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The Diary of a Storyville Sex Worker

              Storyville was the red-light district of New Orleans, Louisiana, from 1897 to 1917. It was established by municipal ordinance under the New Orleans City Council, to regulate prostitution and drugs. Prostitution became a lucrative source of income for the city. At the peak of its success, there were approximately two thousand prostitutes and forty brothels, with New Orleans’ sex trade totaling $15 million per year.

                After twenty years of operation, the U.S. Army and Navy demanded that Storyville be closed, considering the district as a ‘bad influence’ on the sailors at the nearby Naval base. The District was closed by federal order on October 10, 1917, despite the strong objections of the New Orleans city government and Mayor Martin Behrman, who proclaimed ‘You can make prostitution illegal, but you can’t make it unpopular” (Storyvilledistrictnola.com).

           The following are diary entries from a prostitute in Storyville, Louisiana, written between 1915 to 1916, some of the dates are not clear due to age and deterioration, there is also missing pages. The book was, amazingly discovered, approximately 90 years later, during the aftermath of Hurricane Katrina which devastated New Orleans in 2005.

            During Katrina, levees broke flooding much of New Orleans. The force of the water literally raised the dead from their resting places. Nearly 1000 coffins and vaults floated along the streets of the Gulf Coast. Many of the coffins lacked identification, so it became necessary to open them to identify the remains. It was then that the diary of Cora May Johnson, a Storyville sex worker, was discovered. Birth records indicate that Ms. Johnson, was born in Boone, North Carolina on February 10, 1896, and that she was born to a negro mother, her father, an unknown male, was listed as white.  She was seventeen when she went to work as a prostitute in Storyville. Her diary gives some insight into the lives of Storyville sex workers.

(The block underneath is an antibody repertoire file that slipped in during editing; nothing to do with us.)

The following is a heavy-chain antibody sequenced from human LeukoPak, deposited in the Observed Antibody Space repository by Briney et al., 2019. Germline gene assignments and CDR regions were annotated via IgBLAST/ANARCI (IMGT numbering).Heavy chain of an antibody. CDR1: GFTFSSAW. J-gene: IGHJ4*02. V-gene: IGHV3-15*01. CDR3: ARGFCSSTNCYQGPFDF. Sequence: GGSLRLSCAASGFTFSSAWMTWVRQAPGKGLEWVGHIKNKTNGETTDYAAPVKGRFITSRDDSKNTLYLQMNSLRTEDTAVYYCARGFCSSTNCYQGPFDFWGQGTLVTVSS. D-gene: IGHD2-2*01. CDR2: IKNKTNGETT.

January 15, 1915

Mr. Rivers, a regular client here on Basin Street, came to visit today. He is a gentle and kind man, with an almost shy quietness about himself. He is a handsome man of athletic build with dark, wavy hair, a man that could have any woman of his choosing. His hands are as soft as rose petals, and his crystal blue eyes are as deep as the ocean. He appears to be well-bred, highly educated, and always acts as a gentleman to the women here. I seem to be a favorite of his since his first request is to spend his time with me, and he often schedules appointments in advance to ensure my availability. He is, as well, a favorite of mine.

He frequently asks me to read poetry to him on his visits. Today it was a poem by Eloise Bibb.


“O Juda! if thou wast endowed with power,

Thou would’st describe that grand and solemn hour.

In yonder sacred oratory there.

Thou dost behold a woman strangely fair,

With classic brow and jet-like dreamy eyes,

Whose liquid depth out rivalled Italy’s skies;

And penciled brows ‘neath glossy, raven hair,

Adorned the lids with silken fringes fair.

Though haircloth clothed that form of matchless grace,

It could not hide the beauty of that face.”

I do not understand it entirely, but it is about a woman who prays for her people to be set free, her prayers answered. The words are beautiful, and they bring tears to my eyes as I read them.